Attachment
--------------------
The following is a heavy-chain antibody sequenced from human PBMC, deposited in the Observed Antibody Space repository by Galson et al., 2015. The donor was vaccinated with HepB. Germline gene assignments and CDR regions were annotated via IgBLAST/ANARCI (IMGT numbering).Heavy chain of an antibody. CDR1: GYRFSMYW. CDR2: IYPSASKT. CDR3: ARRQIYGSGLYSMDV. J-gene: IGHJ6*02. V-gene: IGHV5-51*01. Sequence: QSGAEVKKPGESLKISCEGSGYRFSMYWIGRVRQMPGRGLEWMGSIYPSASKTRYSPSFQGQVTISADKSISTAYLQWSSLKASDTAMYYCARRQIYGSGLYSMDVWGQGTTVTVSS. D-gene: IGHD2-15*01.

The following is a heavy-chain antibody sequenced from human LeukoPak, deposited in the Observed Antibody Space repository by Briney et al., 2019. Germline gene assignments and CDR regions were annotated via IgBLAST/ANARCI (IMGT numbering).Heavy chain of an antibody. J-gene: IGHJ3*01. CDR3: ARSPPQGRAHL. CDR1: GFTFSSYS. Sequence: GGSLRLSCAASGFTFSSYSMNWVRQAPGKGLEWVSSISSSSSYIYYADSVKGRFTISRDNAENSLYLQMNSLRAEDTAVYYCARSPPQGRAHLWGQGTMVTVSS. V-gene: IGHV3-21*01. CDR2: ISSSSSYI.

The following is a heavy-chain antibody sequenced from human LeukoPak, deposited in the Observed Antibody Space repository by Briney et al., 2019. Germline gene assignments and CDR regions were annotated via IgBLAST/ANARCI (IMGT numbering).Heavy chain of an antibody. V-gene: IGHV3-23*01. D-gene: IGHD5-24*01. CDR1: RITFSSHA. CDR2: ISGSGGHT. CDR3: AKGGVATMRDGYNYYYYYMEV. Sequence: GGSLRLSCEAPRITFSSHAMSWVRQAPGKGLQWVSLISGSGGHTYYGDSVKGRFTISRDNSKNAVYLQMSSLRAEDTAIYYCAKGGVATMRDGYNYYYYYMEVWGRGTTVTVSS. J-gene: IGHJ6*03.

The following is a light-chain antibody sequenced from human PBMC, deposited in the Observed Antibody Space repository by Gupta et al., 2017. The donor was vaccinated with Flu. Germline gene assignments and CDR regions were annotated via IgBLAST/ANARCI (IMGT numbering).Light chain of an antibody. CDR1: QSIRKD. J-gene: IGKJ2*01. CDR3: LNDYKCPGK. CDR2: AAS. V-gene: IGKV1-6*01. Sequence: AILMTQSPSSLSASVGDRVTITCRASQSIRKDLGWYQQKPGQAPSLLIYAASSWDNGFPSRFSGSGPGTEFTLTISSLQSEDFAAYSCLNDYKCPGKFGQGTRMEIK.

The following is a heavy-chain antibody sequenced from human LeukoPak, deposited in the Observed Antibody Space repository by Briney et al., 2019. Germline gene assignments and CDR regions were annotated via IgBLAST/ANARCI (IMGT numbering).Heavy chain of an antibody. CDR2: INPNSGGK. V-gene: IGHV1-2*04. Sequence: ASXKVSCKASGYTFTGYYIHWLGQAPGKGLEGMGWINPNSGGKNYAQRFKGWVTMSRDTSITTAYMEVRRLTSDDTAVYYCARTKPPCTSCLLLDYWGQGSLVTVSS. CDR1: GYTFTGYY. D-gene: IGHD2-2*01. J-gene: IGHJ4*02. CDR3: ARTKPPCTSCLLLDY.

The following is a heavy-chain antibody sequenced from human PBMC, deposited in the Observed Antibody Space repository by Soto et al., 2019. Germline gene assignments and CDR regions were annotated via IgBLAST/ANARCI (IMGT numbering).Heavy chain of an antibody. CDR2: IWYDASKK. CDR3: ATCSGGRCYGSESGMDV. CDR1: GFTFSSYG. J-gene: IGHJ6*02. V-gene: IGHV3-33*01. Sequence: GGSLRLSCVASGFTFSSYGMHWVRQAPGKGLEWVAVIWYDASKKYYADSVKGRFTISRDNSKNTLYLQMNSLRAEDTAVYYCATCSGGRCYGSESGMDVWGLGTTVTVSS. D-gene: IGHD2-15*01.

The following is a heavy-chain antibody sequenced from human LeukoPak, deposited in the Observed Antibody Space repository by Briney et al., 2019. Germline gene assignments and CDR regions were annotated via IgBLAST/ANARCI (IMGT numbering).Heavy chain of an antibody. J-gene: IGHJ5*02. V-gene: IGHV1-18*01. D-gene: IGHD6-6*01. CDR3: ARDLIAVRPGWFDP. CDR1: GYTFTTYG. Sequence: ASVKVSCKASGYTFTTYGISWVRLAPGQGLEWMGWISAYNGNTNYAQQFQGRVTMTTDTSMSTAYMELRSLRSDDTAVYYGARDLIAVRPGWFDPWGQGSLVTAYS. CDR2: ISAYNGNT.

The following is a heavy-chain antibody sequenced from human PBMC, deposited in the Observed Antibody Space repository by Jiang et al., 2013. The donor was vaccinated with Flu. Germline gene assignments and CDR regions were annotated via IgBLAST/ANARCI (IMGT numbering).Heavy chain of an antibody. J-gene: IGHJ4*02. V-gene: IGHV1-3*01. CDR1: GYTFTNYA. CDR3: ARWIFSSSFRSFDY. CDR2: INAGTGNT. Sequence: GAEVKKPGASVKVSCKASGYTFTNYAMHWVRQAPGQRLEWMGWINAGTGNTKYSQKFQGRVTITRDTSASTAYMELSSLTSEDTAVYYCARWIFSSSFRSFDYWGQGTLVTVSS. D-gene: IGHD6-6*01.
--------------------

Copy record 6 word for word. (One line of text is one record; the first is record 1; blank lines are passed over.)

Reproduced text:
The following is a heavy-chain antibody sequenced from human PBMC, deposited in the Observed Antibody Space repository by Soto et al., 2019. Germline gene assignments and CDR regions were annotated via IgBLAST/ANARCI (IMGT numbering).Heavy chain of an antibody. CDR2: IWYDASKK. CDR3: ATCSGGRCYGSESGMDV. CDR1: GFTFSSYG. J-gene: IGHJ6*02. V-gene: IGHV3-33*01. Sequence: GGSLRLSCVASGFTFSSYGMHWVRQAPGKGLEWVAVIWYDASKKYYADSVKGRFTISRDNSKNTLYLQMNSLRAEDTAVYYCATCSGGRCYGSESGMDVWGLGTTVTVSS. D-gene: IGHD2-15*01.